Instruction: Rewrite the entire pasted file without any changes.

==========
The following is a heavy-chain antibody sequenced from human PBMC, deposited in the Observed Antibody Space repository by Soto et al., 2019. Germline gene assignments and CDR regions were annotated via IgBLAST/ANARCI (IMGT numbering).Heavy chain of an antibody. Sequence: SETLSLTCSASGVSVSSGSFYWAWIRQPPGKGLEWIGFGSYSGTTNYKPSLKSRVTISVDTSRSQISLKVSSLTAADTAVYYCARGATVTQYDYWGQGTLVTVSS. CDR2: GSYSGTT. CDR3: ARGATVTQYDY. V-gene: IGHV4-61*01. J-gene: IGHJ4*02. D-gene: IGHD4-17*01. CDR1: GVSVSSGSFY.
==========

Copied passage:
The following is a heavy-chain antibody sequenced from human PBMC, deposited in the Observed Antibody Space repository by Soto et al., 2019. Germline gene assignments and CDR regions were annotated via IgBLAST/ANARCI (IMGT numbering).Heavy chain of an antibody. Sequence: SETLSLTCSASGVSVSSGSFYWAWIRQPPGKGLEWIGFGSYSGTTNYKPSLKSRVTISVDTSRSQISLKVSSLTAADTAVYYCARGATVTQYDYWGQGTLVTVSS. CDR2: GSYSGTT. CDR3: ARGATVTQYDY. V-gene: IGHV4-61*01. J-gene: IGHJ4*02. D-gene: IGHD4-17*01. CDR1: GVSVSSGSFY.